United States Commission on Civil Rights

Confidential Draft Report
“Enforcement of the Indian Civil Rights Act of 1968”

May 1990


Indian Civil Rights, page 29
     In 1985, allegations that the right to counsel had been violated by Red Lake surfaced in the form of a habeas corpus petition to a federal court. [63]  In response, the U.S. District Court for the District of Minnesota ordered the release of two prisoners on the grounds that the Red Lake Court of Indian Offenses had denied them the right to counsel, the right to bail, and the right to a jury trial. [64]  The decision read, in part:

     The evidence in this case leads this court to the inescapable conclusion that the rights guaranteed petitioners by the Indian Civil Rights Act were trampled upon by the officials of the Red Lake Court of Indian Offenses.  Whether the actions of the Red Lake Court of Indian Offenses were intentional or simply the result of unfamiliarity with the obligations incident to running a court is of no concern to this court at this time.  It is sufficient to state that Greg Good and Douglas Neadeau did not receive the minimum procedural protections required by the Indian Civil Rights Act and the U.S. Constitution.[65]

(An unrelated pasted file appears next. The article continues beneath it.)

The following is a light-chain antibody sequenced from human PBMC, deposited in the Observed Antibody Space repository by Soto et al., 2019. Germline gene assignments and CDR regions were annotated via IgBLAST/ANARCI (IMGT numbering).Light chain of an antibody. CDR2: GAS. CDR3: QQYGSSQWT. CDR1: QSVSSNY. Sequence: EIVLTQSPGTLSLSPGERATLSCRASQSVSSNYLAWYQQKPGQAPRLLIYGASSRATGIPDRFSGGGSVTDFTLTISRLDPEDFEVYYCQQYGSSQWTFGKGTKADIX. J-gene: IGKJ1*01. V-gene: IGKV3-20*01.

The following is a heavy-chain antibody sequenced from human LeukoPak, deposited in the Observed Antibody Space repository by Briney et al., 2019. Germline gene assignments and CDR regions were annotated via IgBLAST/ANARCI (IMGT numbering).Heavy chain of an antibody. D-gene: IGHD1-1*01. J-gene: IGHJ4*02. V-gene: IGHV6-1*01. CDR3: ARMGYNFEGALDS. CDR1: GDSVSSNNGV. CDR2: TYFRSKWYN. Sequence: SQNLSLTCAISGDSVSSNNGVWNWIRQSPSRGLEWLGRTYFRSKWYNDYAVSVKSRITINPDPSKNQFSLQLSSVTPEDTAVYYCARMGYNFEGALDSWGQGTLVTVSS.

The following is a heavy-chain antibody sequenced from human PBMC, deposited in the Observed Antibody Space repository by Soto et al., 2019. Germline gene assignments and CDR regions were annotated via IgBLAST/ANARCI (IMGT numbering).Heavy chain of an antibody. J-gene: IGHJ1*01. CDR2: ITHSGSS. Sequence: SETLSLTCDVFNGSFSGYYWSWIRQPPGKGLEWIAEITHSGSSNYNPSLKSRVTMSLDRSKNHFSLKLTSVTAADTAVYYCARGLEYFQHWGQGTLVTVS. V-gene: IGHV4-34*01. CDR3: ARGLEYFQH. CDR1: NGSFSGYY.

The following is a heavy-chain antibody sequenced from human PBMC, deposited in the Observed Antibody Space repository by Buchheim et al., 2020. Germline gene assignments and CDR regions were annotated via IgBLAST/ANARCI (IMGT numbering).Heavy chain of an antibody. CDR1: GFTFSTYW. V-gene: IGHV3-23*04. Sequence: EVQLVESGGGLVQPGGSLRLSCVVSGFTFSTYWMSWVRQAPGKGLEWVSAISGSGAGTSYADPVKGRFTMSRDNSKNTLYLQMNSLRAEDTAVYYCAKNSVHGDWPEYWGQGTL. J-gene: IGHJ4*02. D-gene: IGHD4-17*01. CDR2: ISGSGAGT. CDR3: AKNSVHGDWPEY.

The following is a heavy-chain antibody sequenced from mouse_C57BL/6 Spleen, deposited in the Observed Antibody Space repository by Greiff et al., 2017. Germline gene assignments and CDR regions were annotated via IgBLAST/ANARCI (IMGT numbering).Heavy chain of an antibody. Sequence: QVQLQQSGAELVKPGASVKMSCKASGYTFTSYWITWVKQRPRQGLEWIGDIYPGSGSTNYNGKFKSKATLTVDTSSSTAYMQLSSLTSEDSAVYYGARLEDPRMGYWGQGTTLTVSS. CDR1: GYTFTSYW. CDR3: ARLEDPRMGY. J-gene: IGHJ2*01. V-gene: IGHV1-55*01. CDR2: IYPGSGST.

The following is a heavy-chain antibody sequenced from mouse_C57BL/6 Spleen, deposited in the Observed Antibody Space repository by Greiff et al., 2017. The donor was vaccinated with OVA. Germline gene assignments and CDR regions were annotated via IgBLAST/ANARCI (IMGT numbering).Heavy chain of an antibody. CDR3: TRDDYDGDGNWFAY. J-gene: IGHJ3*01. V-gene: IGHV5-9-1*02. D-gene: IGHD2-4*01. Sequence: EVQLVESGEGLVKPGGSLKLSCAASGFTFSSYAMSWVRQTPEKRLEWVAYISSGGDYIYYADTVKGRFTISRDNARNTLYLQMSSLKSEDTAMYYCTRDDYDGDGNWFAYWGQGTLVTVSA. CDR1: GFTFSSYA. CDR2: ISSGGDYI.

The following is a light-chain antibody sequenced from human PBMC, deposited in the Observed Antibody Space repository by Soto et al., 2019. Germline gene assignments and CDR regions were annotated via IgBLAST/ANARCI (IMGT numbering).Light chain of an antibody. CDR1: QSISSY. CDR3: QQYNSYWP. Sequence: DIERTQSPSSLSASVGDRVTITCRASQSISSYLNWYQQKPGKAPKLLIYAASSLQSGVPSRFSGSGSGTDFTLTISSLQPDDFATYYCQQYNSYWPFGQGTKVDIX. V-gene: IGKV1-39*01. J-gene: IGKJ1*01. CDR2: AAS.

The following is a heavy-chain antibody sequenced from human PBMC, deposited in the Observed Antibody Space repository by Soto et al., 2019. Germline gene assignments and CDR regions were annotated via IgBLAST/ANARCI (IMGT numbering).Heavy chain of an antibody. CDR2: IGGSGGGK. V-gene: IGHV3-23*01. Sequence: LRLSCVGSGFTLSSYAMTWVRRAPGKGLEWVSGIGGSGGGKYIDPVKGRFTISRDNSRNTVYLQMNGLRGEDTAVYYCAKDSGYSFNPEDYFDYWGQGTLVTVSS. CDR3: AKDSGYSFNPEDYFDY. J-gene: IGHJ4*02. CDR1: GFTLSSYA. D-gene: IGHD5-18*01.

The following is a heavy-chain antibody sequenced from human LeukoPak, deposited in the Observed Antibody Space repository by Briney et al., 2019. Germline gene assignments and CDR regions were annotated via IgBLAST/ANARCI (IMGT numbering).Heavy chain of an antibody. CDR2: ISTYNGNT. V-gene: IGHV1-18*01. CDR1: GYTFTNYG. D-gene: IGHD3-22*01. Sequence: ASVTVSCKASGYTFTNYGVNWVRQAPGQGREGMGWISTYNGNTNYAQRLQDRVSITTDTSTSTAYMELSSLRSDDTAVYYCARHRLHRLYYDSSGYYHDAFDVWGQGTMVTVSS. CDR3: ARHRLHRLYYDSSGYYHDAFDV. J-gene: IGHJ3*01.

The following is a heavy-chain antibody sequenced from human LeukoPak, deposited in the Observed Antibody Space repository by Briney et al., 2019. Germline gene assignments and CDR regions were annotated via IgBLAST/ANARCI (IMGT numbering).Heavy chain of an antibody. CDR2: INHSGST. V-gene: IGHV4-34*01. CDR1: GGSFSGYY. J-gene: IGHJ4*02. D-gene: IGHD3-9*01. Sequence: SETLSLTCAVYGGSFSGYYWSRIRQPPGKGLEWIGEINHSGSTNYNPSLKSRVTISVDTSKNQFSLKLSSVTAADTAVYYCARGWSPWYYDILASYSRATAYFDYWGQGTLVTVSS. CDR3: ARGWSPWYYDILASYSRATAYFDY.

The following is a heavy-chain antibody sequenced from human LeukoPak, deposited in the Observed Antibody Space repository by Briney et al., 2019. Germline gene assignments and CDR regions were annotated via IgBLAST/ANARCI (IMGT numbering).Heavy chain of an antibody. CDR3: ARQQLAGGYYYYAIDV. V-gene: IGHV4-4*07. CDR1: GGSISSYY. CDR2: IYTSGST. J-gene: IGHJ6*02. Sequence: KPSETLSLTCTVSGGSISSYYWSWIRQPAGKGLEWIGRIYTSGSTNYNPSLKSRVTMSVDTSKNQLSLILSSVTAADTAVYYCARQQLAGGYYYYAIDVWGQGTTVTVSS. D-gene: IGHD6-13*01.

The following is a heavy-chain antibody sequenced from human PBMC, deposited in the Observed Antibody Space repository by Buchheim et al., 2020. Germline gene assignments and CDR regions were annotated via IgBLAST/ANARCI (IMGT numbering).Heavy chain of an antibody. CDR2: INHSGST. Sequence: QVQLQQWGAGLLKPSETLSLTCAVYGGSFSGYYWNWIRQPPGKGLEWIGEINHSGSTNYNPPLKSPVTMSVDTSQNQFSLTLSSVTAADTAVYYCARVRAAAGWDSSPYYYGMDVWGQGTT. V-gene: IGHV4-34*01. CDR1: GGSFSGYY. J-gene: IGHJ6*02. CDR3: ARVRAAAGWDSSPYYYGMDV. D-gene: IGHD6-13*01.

__________
    [63]  Good v. Graves, Civ. No. 6-85-508, (D.Minn., May 20, 1985)
    
     [64] Id.  In 1982, the denial of jury trials by the Red Lake Court of Indian Offenses had been previously documented in a report on the Red Lake Court by the National Center for State Courts.  According to the report, "Interviews with the Chief Magistrate and the Agency Special Officer indicated that the Red Lake court has never had a jury trial and juries were not being provided even when requested by parties."  National Center for State Courts, Red Lake Court of Indian Offenses[:] Management Audit Technical Assistance Report 13 (1982).

     [65]  Good v. Graves, Civ. No. 6-85-508, slip op. at 3-5 (D-Minn., May 20, 1985).

< HOME >
< INDEX >
< NEXT >